More snow today, and the grandkids have gone home (sigh, too soon) so it seems like a good afternoon for some reading.

In my continued readong of John Jeavons' book, I came across the following alarming statistics.

Current agricultural practices reportedly destroy 6 pounds of soil for each pound of food produced. United States croplands are losing topsoil about 18 times faster than the soil formation rate. This loss is not sustainable. In fact, worldwide, only about 33-49 years worth of farmable soil remains. 

It is tempting to feel helpless in the face of such dire  warnings. Better, perhaps, is a commitment to personally be  part of the solution, part of the earth healing, even if it is a miniscule part.

As Jeavons goes on to say, we need to switch our mindset-we need to stop growing crops and start growing soil.  Growing soil doesnt have to require a degree in soil science. It does require looking at the natural order of things, and using practices that mimic those  as much as possible.   Fortunately, there are so many books and resources that give us the information. I am learning as I go.

Weather: was about 4 degrees this morning, and snowing heavily again now.  I believe the forecast is for 4-6 inches.

Friday, February 20, 2015

The Guilty Party?

The grandkids and I were out for some fun today.  I left the dogs in the house, instead of out in their pen because it was minus 4 .
They are house broken of course, but somebody had an "accident" while we were gone.  
Who do you think is feeling more guilty?



Exploring Winter Feeding Options

The inside of the chicken run
 During winter, with snow covering everything so deeply ( this winter we estimate we have received close to 8 feet already) there is no way for chickens to free range. If we had horses or cattle in a paddock, they would tromp everything down pretty quickly and there would be at least some open areas for chickens to forage. Without that help, we are forced to explore other options for getting fresh food for the Hens.
its not too diffocult right now with only 6 layers, but eventually we will have several dozen and feed costs can skyrocket.
For our homestead, the goal is to become self sufficient in providing food for the chickens and elimimate store bought commercial feeds as much as possible.
If chickens were left to themselves, I believe their choice of diet would look like this : about 75-80% live protein (bugs, worms, etc.), 10-15%  greens, and only maybe 10% seeds or grains.   I chuckle at the egg cartons at the market that tout "vegetarian fed", as if that's a good thing. Chickens are not vegetarians.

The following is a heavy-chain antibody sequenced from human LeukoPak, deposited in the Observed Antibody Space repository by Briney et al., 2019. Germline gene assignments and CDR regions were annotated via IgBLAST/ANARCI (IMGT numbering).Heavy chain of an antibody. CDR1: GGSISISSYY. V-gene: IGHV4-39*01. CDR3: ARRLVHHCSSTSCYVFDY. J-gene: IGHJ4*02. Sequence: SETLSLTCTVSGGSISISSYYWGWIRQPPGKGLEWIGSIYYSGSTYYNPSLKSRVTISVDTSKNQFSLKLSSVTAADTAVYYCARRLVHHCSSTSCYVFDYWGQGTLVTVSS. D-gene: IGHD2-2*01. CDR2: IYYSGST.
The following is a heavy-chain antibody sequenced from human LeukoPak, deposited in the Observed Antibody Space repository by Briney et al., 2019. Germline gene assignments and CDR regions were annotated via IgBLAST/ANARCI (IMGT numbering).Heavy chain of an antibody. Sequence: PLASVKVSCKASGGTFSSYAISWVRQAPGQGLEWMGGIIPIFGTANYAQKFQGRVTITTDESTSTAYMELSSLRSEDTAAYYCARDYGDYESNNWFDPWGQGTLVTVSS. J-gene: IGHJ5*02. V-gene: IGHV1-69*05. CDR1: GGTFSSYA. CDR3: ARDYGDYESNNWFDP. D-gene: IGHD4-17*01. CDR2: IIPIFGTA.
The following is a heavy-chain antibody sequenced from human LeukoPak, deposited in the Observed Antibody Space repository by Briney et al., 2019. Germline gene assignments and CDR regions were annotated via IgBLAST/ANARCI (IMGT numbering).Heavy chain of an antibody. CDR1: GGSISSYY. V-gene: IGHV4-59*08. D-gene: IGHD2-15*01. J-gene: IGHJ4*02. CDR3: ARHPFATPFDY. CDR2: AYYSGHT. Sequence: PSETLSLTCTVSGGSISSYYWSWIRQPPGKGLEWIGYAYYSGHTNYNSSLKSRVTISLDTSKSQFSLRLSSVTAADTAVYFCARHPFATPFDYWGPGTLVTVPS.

For a small scale homesteader,  there are several possibilities, and I am particularly interested in implementing the following.

Rotating compost piles as main source of food during spring, summer, and fall.  More about this method in another post.

Growing and storing silage for winter feed. (Silage is basically green plant material that is enclosed in an airtight container (think silo) and allowed to naturally ferment.  It has advantages over hay both nutritionally and in processing that I can talk about  later. This of course is also an option for feeding ruminants such as cattle, sheep, and goats.  It is scalable for a small homestead such as ours.

Raising worms.  super easy, low cost, low maintenance, and a great source of protein for chickens.

Sprouted fodder.  I am doing this now by sprouting seeds for them.  The problem is that it involves store bought seeds, and I am trying to implement as much home grown feed options as possible. Could I grow a small crop of barley or oats for this purpose? Maybe.

These are some ideas. The long winter months really require creativity if self sufficiency is the goal.  

Of course, all this snow does function as  a second freezer. Here my jars of vegetable broth are freezing out on the front steps. I dont have freezer space where they can freeze in an upright position,  but once frozen, i can toss them in without a problem.

Weather: sunny, after some snow flurries yesterday. Minus 5 this morning.

Thursday, February 19, 2015

The Homestead Kitchen: Fire Cider

One of my family members has been sick with the flu, and I was wishing I could give him some of my favorite immune boosting tonic.  But, he is in another state, so that isnt possible, at least not in time for his current illness.

So, that got me thinking I should share this, as it is sure a handy thing to have around, and I swear by it.  In the fall, I make up a big batch before cold and flu season starts.  Though I rarely get sick, I picked up some bug during our travels, and could just tell that it wasnt going to be a simple cold. I was achey, tired, stiff neck, sore was going to be bad. I started dosing with two tablespoons of fire cider that night, and three times the next day.
When I woke up the next morning, I was completely symptom free, not even a runny nose.  This really works for me.